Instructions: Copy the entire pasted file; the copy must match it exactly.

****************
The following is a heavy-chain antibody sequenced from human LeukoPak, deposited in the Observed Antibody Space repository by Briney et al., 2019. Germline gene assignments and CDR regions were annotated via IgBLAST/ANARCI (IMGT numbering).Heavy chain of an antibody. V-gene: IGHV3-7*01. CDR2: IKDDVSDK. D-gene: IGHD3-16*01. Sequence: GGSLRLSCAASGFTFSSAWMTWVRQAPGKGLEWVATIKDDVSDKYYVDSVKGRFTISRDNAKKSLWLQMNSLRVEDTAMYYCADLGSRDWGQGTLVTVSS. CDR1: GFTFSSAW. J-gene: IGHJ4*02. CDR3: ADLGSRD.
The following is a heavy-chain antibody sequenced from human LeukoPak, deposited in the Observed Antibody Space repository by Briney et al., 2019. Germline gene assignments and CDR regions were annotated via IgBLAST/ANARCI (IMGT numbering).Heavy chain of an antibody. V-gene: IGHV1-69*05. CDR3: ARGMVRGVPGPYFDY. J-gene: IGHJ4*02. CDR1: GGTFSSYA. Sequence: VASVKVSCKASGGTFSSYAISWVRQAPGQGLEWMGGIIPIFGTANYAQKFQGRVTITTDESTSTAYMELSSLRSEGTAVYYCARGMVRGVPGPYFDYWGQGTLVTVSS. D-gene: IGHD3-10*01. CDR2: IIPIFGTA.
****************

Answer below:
The following is a heavy-chain antibody sequenced from human LeukoPak, deposited in the Observed Antibody Space repository by Briney et al., 2019. Germline gene assignments and CDR regions were annotated via IgBLAST/ANARCI (IMGT numbering).Heavy chain of an antibody. V-gene: IGHV3-7*01. CDR2: IKDDVSDK. D-gene: IGHD3-16*01. Sequence: GGSLRLSCAASGFTFSSAWMTWVRQAPGKGLEWVATIKDDVSDKYYVDSVKGRFTISRDNAKKSLWLQMNSLRVEDTAMYYCADLGSRDWGQGTLVTVSS. CDR1: GFTFSSAW. J-gene: IGHJ4*02. CDR3: ADLGSRD.
The following is a heavy-chain antibody sequenced from human LeukoPak, deposited in the Observed Antibody Space repository by Briney et al., 2019. Germline gene assignments and CDR regions were annotated via IgBLAST/ANARCI (IMGT numbering).Heavy chain of an antibody. V-gene: IGHV1-69*05. CDR3: ARGMVRGVPGPYFDY. J-gene: IGHJ4*02. CDR1: GGTFSSYA. Sequence: VASVKVSCKASGGTFSSYAISWVRQAPGQGLEWMGGIIPIFGTANYAQKFQGRVTITTDESTSTAYMELSSLRSEGTAVYYCARGMVRGVPGPYFDYWGQGTLVTVSS. D-gene: IGHD3-10*01. CDR2: IIPIFGTA.